Tags: moving tips  
Categories: Moving Tips  


Posted by Mary Lou Buckley on 1/18/2015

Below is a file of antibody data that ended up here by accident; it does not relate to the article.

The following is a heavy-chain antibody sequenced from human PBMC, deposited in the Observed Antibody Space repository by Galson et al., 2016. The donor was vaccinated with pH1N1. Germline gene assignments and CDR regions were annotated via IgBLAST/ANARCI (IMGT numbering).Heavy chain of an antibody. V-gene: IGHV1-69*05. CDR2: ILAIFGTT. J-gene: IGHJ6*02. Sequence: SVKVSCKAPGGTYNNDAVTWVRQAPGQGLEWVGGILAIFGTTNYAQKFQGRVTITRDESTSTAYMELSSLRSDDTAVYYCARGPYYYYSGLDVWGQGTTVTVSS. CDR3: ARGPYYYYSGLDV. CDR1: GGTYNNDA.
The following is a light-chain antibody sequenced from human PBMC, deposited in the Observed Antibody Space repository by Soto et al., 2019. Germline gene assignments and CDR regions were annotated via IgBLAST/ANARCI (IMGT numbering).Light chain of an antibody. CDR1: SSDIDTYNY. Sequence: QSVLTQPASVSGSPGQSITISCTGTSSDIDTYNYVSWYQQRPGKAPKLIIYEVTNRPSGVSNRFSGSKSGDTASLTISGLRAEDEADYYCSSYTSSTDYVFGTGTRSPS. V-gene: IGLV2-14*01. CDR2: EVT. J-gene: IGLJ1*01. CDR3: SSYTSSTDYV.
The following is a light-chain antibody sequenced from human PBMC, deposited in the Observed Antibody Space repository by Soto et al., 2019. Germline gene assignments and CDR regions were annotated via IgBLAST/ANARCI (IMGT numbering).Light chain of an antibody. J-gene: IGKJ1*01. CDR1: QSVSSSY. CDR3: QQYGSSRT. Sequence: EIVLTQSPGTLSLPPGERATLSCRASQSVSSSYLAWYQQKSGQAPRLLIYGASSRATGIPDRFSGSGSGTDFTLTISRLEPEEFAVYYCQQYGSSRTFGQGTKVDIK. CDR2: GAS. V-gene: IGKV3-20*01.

If you happen to find yourself moving to another state in the near future, you've got your work cut out for you.  On top of having to deal with the stress of relocating your family in an unfamiliar place, you'll have a lot of paperwork and research to consider before the big day.  Here are four things that you'll need to have covered if you hope to have a seamless transition into a new residence.  Keep in mind that the more bases you've got covered, the easier it will be for you and your family to get accustomed to a new state. 1.  Cost of living. - The cost of living can vary dramatically from state to state.  If you're moving for a new job, then make sure to research the cost of living close to your new place of employment.  If you lived in a metropolitan area before, then it may serve you better to move to a town surrounding the city and pull a commute than to take a gamble at throwing yourself into a new city that may upset your current lifestyle.  Alternately, you may find that the state you are moving to has a fairly low cost of living in the metropolitan areas compared to what you are used to paying.  Every state is different in this regard.  Doing the research now will save you major headaches. 2.  Moving companies. - Unless you are packing up all of your belongings yourself, odds are that you will be relying on a long-distance moving company to handle most of the work.  Prices of this service can very dramatically from company to company, so be sure to get at least three quotes from reputable moving companies as to ensure you're getting the best deal.  Also, make room in your budget for an insurance plan that you are comfortable paying for.  The last thing you'll want to deal with during your move is the worry of your possessions being damaged with no recourse. 3.  Taxes. -  You may not think that taxes are an important thing to consider this early in the game, but if you live in a state that doesn't collect an income tax, moving to a state that does can impact your cost of living.  Meet with a tax specialist and review any hidden taxes and expenses you may incur as a result of your move so you aren't surprised later on down the road. 4.  Neighborhoods and local culture. - This may be one of the most important steps that a lot of people overlook.  Just because you do a virtual walk through of a home and like what you see, doesn't mean you'll like where you're moving.  Do some detective work before you sign papers.  Look into crime statistics, school ratings, reviews of the city and neighborhood you're considering moving to, and local taxes and ordinances.  You can find all of this information online relatively easy.  If you can manage it, then plan a visit to your potential new home to see everything your new town will have to offer.  Look at the commute to your new place of employment, the sights and sounds of the local culture, and keep an eye out for anything you don't particularly like about a place.  You can make your transition a lot smoother by connecting with a reputable real estate agent who has a healthy knowledge of the area.